Re: Please Don't Conflate Green and Gold OA

From: (wrong string) édon <>
Date: Wed, 19 Nov 2008 12:00:24 -0500

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Many thanks to Klaus Graf for supporting my position, but I should
nonetheless like to add a little coda to his message. While all the
myths listed by Klaus are real, it would be equally a myth to lean on
this conclusion to refuse pushing for all the suggestions mentioned
in Klaus' message. For example, getting a mandate may be difficult in
Germany for legal reason, but that does not weaken the position
arguing in favour of mandating wherever possible. It just makes us
more aware of the real difficulties in obtaining the desired results.
Getting a mandate can be very hard work indeed, as hard as getting OA
journals going, or perhaps even harder in some circumstances (but not
all). What is needed here is some sense of nuances.

This leads me to a last remark: looking squarely at realities such as
"obtaining mandates can be hard" is not - I repeat "not" - a way to
object to getting mandates; it is just that: looking at reality
squarely. Not all leaders agree with the method that claims that all
tasks are easy is the best way to motivate followers, and that saying
otherwise is defeatist or counter-productive.

Jean-Claude Guédon

Le mercredi 19 novembre 2008 à 17:40 +0100, Klaus Graf a écrit :

 2008/11/19 Jean-Claude Guédon <>:
> Larry is right, and Stevan is right. Both routes should be followed and both
> routes should be demanded by students. Let us stop this exclusive attitude
> with regard to OA. Two roads exist. They are equally valuable. Rather than
> declaring one suprior to the other, it would be far more useful to examine
> how to make these two approaches help each other.

I agree with this.

Rainer Kuhlen has posted in INETBIB a question regarding Professor
Harnad's position to the aims of the German "Urheberrechtsbündnis"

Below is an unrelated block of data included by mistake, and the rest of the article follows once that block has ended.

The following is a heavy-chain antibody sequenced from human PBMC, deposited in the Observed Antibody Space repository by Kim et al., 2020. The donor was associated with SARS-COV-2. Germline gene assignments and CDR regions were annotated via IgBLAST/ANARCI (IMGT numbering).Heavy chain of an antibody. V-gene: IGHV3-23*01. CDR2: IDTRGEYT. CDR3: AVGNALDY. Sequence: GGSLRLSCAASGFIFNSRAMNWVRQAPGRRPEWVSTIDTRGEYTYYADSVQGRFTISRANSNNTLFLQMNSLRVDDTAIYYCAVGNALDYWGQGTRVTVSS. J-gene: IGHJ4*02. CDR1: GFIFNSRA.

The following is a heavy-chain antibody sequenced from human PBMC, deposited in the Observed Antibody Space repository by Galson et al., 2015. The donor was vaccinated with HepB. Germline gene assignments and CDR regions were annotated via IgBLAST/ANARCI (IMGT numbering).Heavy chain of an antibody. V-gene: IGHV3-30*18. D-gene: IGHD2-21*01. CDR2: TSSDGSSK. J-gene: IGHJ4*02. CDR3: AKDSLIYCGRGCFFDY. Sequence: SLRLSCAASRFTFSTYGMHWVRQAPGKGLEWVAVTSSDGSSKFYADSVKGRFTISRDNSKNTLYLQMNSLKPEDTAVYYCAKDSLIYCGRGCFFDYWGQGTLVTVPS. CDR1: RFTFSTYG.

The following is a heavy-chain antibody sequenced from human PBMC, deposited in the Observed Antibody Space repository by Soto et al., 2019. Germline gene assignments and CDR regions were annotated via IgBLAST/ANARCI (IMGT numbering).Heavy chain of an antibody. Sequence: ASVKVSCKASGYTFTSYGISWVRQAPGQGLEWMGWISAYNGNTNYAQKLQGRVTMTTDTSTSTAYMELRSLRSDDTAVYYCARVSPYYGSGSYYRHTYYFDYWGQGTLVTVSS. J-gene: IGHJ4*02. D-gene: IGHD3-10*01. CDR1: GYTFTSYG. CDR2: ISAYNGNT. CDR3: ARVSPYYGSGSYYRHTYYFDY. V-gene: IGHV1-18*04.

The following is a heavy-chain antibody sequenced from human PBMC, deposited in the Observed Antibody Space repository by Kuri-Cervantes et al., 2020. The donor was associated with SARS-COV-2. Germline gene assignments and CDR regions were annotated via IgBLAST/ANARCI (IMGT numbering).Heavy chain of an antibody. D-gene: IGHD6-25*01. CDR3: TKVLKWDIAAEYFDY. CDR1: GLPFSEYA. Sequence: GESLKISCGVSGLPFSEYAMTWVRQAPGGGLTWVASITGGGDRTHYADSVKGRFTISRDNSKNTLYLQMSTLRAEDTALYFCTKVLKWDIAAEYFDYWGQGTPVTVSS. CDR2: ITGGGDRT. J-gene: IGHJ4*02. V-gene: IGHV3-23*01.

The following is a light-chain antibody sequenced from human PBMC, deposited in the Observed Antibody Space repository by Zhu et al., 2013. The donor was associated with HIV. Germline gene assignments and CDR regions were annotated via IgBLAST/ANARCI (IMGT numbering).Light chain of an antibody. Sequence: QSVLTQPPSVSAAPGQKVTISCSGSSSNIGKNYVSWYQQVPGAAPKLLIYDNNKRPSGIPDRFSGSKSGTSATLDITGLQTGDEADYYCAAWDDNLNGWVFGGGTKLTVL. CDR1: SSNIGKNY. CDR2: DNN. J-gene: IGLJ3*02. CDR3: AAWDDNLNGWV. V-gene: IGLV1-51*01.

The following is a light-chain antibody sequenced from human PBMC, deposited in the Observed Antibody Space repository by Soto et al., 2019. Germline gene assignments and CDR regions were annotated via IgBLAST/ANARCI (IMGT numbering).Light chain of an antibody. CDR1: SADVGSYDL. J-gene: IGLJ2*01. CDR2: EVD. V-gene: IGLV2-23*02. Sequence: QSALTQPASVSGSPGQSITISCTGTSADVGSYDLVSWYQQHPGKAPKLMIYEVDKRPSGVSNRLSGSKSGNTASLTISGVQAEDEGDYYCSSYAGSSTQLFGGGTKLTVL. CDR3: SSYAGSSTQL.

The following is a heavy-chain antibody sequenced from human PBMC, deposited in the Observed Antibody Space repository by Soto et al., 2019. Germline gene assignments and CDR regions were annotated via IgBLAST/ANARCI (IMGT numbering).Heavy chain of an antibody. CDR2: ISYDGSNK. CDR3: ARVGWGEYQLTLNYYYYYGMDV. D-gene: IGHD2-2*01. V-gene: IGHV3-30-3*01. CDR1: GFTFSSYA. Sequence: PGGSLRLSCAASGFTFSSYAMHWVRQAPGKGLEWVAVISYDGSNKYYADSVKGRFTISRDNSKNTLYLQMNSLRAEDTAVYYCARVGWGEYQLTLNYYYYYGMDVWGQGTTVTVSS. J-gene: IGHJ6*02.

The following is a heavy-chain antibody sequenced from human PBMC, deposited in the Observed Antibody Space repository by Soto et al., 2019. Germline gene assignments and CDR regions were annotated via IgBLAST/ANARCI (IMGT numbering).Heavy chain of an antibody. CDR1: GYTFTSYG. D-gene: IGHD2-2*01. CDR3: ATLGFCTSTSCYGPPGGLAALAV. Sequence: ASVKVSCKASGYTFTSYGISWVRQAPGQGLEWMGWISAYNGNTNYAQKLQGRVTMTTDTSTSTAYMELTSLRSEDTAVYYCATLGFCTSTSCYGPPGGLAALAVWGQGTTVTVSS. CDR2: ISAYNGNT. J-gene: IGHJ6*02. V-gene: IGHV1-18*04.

("improving copyright is slowing the OA movement"):

I have replied to this at

Here is a short summary in English:

1. It is a myth that green OA only works with a mandate.

Have a look at the NL "Cream of Science"!

2 It is a myth that mandates are legally possible in all contries.

At least in Germany it is impossible or very difficult to make
mandates legally valid.

3. It is a myth that deposit with closed access is legally possible in
all countries.

At least in Germany the copyright act forbidds such depositing without
the consent of the holder of the exclusive rights. See

4. It is a myth that the "Request Button" works.

See my little tests

On October 11, I requested 7 titles from the U of Tasmania repository
found with the following query:

On October 12 and 14 I get summa summarum 2 results, i.e. the PDFs of
the requested eprints.

For me this is enough empirical evidence to say that there is until
now no empirical evidence that the RCB works!

5. It is a myth to think that is all a question of embargo terms.

There are disciplines with publishers which are making case-to-case
decisions and publishers which don't accept green OA. Depositing
eprints closed access which cannot be used before the last dying
author is 70 years dead doesn't make sense.

6. It is am myth that the primary aim of the OA movement is to make
the journal literature free.

A lot of people don't share this position. For a broader definition of OA see

Klaus Graf


Jean-Claude Guédon
Université de Montréal
Received on Wed Nov 19 2008 - 17:19:11 GMT

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